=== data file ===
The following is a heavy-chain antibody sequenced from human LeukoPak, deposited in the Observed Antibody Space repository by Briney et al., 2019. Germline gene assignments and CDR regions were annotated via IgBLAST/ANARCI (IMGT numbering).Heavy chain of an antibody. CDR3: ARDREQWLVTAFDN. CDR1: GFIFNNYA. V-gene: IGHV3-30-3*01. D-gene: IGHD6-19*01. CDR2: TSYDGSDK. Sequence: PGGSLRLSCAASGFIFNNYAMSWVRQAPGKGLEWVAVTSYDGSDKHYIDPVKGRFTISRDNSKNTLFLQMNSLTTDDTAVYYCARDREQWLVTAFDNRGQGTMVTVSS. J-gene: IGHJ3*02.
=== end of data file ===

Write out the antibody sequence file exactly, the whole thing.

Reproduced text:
The following is a heavy-chain antibody sequenced from human LeukoPak, deposited in the Observed Antibody Space repository by Briney et al., 2019. Germline gene assignments and CDR regions were annotated via IgBLAST/ANARCI (IMGT numbering).Heavy chain of an antibody. CDR3: ARDREQWLVTAFDN. CDR1: GFIFNNYA. V-gene: IGHV3-30-3*01. D-gene: IGHD6-19*01. CDR2: TSYDGSDK. Sequence: PGGSLRLSCAASGFIFNNYAMSWVRQAPGKGLEWVAVTSYDGSDKHYIDPVKGRFTISRDNSKNTLFLQMNSLTTDDTAVYYCARDREQWLVTAFDNRGQGTMVTVSS. J-gene: IGHJ3*02.